Late in 1975, plaintiff Morse began selling Pierre Cardin lighters in duty-free shops in the United States through an unexplained arrangement with Cardin. Based on his success in selling the lighters in this market, Morse decided to expand to reach the American market generally. In August 1977 he contacted CO to begin negotiating for such a Pierre Cardin license. CO referred Morse to the Cardin office in Paris. During the next several months, Morse and Herve Duquesnoy of SARL negotiated over terms of the prospective license; however, in a letter dated March 24, 1977, Duquesnoy informed Morse that the negotiations were at an end because the license had been promised to defendant Swank. Letter from Herve Duquesnoy to Mr. Worse (sic), appended as Exhibit I of Affidavit of Howard Breindel, sworn to February 16, 1978 ("Breindel Affidavit").
In his letter terminating negotiations with Morse, Duquesnoy referred to a long-standing relationship between Cardin and Swank that began at least as early as October 13, 1967 when those two parties entered a licensing agreement for the manufacture and sale of men's jewelry and related product lines. The term jewelry was understood to include lighters. The agreement gave Swank exclusive rights to market the specified items except, as is relevant here, "to jewelry manufactured of precious metals or containing precious stones, retailing at a price in excess of $ 75.00 per item." Cardin-Swank Agreement, dated October 13, 1967, P 1, appended to Cardin Defendants' Motion for Summary Judgment ("1967 Agreement").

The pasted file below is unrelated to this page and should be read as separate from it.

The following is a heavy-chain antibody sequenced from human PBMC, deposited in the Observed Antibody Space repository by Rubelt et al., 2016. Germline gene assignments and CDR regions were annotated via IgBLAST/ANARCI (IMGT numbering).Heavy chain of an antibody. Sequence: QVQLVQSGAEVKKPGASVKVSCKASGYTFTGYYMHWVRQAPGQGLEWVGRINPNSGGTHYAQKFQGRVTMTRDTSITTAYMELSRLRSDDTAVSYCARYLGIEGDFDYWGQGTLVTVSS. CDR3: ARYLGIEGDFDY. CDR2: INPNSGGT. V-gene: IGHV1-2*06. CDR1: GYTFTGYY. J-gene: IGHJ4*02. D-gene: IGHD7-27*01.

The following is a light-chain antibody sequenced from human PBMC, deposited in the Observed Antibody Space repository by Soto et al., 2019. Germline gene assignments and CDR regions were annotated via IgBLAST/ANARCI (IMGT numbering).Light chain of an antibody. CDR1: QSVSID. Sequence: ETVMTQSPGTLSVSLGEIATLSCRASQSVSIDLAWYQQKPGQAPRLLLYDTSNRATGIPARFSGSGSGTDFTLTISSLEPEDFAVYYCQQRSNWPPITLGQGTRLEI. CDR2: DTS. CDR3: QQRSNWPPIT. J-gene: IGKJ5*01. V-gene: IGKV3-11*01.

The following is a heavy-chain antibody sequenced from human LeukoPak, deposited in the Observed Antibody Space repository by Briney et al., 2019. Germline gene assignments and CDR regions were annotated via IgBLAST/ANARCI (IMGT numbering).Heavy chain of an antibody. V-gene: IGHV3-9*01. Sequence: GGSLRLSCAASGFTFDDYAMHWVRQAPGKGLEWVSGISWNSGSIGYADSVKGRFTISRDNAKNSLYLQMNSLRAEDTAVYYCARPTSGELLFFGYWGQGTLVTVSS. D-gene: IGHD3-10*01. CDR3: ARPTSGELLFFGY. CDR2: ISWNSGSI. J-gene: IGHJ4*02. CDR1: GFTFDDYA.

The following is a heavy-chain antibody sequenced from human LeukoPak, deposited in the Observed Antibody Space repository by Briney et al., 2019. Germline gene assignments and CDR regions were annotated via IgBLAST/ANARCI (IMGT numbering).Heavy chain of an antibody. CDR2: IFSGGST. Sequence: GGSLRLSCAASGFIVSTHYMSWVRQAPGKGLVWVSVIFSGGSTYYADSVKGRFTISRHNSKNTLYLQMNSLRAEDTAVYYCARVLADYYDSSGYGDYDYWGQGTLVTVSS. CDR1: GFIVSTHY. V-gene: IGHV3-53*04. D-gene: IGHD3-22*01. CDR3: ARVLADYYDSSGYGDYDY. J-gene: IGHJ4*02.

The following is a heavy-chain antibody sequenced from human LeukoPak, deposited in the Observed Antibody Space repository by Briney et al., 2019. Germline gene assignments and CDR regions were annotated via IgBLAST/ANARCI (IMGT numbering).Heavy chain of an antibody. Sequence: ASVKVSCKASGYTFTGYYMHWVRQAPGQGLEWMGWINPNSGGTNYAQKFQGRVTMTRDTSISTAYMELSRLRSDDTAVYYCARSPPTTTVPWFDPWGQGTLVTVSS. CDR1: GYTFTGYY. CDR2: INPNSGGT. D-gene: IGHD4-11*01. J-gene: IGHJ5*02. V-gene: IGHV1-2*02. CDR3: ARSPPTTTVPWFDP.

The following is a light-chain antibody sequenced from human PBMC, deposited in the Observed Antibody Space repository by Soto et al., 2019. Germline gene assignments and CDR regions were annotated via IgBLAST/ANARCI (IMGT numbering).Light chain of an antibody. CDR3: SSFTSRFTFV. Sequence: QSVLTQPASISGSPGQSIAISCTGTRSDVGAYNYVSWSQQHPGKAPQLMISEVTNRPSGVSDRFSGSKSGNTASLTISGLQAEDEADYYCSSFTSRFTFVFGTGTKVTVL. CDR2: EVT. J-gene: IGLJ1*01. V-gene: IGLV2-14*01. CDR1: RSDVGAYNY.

However, while Swank began exploring the marketing of Cardin lighters in 1975, See Affidavit of John A. Tulin, sworn to April 1978, Exhibits A, B (letters from prospective suppliers of Cardin lighters providing requested prices) ("Tulin Affidavit"), not until March 8, 1977 did Marshall Tulin, vice-president of Swank, write Pierre Cardin to tell him of Swank's decision to consider the sale of lighters as provided for in the 1967 Agreement. Two weeks later, SARL, through Duquesnoy, terminated further negotiations with Morse.
The amended complaint